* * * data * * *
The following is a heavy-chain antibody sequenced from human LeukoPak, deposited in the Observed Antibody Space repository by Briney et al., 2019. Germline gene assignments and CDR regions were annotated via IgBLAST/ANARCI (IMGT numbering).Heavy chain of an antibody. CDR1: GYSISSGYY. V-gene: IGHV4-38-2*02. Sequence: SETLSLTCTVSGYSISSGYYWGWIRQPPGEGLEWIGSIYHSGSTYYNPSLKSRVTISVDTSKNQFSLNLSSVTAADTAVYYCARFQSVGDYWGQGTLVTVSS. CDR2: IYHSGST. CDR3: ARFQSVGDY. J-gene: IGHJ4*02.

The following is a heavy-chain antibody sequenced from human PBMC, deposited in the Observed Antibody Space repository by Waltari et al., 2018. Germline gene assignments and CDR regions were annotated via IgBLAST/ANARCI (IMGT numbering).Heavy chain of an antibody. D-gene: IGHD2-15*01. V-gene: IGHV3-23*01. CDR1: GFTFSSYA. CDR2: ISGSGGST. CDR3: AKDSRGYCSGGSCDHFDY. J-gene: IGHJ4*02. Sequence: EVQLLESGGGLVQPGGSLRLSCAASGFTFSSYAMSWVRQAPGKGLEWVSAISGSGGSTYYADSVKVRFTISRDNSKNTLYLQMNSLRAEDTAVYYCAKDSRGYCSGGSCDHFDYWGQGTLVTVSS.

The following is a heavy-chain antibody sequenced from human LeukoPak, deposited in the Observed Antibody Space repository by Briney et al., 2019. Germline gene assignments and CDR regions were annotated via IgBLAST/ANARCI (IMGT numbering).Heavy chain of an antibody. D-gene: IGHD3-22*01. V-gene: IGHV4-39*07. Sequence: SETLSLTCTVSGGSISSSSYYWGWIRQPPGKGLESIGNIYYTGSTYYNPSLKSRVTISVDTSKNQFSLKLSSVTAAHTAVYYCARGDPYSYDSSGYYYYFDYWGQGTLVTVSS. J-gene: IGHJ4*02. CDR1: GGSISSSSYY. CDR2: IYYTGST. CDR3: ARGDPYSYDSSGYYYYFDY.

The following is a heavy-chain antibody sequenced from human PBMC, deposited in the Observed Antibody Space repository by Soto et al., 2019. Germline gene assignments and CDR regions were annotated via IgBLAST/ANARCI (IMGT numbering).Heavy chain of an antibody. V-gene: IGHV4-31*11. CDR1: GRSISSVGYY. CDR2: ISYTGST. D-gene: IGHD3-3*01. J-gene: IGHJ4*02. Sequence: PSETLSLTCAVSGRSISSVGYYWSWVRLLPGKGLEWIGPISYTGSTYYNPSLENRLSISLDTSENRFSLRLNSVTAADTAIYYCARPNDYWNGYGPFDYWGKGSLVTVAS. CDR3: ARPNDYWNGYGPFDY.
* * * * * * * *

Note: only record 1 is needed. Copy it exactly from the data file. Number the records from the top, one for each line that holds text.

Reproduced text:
The following is a heavy-chain antibody sequenced from human LeukoPak, deposited in the Observed Antibody Space repository by Briney et al., 2019. Germline gene assignments and CDR regions were annotated via IgBLAST/ANARCI (IMGT numbering).Heavy chain of an antibody. CDR1: GYSISSGYY. V-gene: IGHV4-38-2*02. Sequence: SETLSLTCTVSGYSISSGYYWGWIRQPPGEGLEWIGSIYHSGSTYYNPSLKSRVTISVDTSKNQFSLNLSSVTAADTAVYYCARFQSVGDYWGQGTLVTVSS. CDR2: IYHSGST. CDR3: ARFQSVGDY. J-gene: IGHJ4*02.